By Francisco Cajiao
Some time ago, the Inter-American Development Bank held a forum centering on the early childhood strategy that Colombia’s Office of the President has been coordinating under the leadership of First Lady María Clemencia Rodríguez. De cero a siempre (From Zero to Always), as the program has been so aptly named, is of particular importance to the country’s development, as it points the way toward reducing the social gaps that, unfortunately, exist in our society.
It serves as a guiding principle, based on national and international studies, for the first six years of life, which will set the tone for children’s futures and opportunities. Nutrition, health, patterns of social interaction, essential language learning and the building of self-esteem in these early stages are the tools with which children will face the challenges of being a student and a citizen, of both Colombia and the world.
A country that manages to provide excellent services to its children is a country that aims to get things right from the start.
If there’s one lesson from the efforts of the past few years that must be highlighted, it’s that the meaning of the term “comprehensive care” must be clear, understanding that the coordination of different sectors (social protection, health, education, etc.) is the key to caring for children as individuals rather than mere “units” that correspond to various services. It has been worth spending a few years to precisely establish what must be done and how to do it, as this provides the basis for long-term progress.
And what follows is no less important. A clear path is of little use if we cannot convert all of this effort into a government policy that ensures both the necessary resources and the institutional framework and that mandates, over time, the expansion of programs with ambitious coverage and quality goals. It is urgent to continue the social mobilization work that raises awareness and provides tools for the family and the community at large to ensure the proper development of children during their first years of life. This will require major efforts to ensure the conditions necessary for health care at all levels of complexity, including the pressing need to increase the number of pediatricians and specialized health personnel for this age group.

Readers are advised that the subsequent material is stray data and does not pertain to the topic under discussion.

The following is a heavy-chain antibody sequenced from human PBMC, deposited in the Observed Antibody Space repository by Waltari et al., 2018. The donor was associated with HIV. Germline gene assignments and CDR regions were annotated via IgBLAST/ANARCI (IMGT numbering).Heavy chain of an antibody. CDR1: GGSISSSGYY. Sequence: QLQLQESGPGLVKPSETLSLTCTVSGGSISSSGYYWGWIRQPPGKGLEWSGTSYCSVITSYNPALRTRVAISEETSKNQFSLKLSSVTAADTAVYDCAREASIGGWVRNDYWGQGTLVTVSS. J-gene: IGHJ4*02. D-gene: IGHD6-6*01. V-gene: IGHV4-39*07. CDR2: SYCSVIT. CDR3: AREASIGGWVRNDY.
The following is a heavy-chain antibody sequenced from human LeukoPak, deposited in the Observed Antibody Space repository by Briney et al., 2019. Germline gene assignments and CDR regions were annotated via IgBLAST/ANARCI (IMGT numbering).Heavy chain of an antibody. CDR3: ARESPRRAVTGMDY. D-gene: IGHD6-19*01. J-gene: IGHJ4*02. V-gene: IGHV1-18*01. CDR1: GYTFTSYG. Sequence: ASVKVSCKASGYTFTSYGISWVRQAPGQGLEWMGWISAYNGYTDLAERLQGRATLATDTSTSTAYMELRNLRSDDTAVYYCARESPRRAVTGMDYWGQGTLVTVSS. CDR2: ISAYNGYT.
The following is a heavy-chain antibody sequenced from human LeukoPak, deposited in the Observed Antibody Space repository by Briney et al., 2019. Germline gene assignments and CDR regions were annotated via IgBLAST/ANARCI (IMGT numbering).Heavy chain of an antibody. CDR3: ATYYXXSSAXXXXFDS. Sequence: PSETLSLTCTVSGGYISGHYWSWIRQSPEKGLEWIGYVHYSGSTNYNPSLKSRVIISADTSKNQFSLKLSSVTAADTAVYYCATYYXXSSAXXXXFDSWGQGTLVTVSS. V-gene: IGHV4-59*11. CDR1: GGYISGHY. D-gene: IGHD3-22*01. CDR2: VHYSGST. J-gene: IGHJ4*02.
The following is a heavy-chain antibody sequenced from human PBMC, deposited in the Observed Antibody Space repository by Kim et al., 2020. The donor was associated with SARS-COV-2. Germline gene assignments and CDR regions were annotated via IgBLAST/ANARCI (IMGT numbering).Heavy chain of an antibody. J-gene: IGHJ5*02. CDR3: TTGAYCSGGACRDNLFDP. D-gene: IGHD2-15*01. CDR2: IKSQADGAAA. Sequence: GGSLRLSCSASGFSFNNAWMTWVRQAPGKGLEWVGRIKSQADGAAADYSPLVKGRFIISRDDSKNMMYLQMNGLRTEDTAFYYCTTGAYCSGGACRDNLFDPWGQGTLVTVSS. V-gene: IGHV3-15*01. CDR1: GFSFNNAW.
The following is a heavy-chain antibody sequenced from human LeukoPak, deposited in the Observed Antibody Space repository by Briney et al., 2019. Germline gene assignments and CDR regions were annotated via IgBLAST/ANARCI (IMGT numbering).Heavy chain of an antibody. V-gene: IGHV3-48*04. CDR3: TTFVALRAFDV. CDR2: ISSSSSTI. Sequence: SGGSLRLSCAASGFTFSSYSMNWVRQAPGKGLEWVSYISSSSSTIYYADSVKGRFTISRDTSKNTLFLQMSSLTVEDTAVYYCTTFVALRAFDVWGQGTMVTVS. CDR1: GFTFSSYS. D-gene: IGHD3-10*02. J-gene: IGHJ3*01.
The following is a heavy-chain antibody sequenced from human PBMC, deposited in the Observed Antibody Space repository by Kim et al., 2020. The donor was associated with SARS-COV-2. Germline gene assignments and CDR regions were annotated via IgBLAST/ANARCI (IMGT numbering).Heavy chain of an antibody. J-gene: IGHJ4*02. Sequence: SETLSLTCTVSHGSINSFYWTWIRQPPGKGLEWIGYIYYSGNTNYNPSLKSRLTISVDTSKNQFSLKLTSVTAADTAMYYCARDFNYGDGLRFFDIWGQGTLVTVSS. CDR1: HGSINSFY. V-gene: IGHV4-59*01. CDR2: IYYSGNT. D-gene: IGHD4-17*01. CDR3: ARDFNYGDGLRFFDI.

Similarly, it will be essential to reverse the terrible blow that the Pastrana administration struck to early education for three- and four-year-olds, which had been planned as part of the General Education Law, by excluding it from the General Participation System. This setback led the Ministry of Education to withdraw from its obligation to advance in the search for its own pedagogical models.
It is clear that inequalities in early childhood care have a tremendous impact on the continued cycle of poverty.
The De cero a siempre strategy, with its understanding of the complexity of the task at hand, invites us to dream. If the government as a whole (all branches of power) were to build a new country, with a focus on getting it right from the start, it would have to devote all the necessary financial resources and the best human resources to produce an entire generation raised with the principles of equity. There would be a generation of children who would receive the care needed to grow up healthy, have access to the same opportunities for early childhood education, and benefit from the best cultural stimuli, no matter where they were born.
A utopia of this kind would enable new ways of thinking about the nation’s priorities, injecting into our collective dreams the most powerful antidote to violence available.
This article was previously published in El Tiempo (article in Spanish).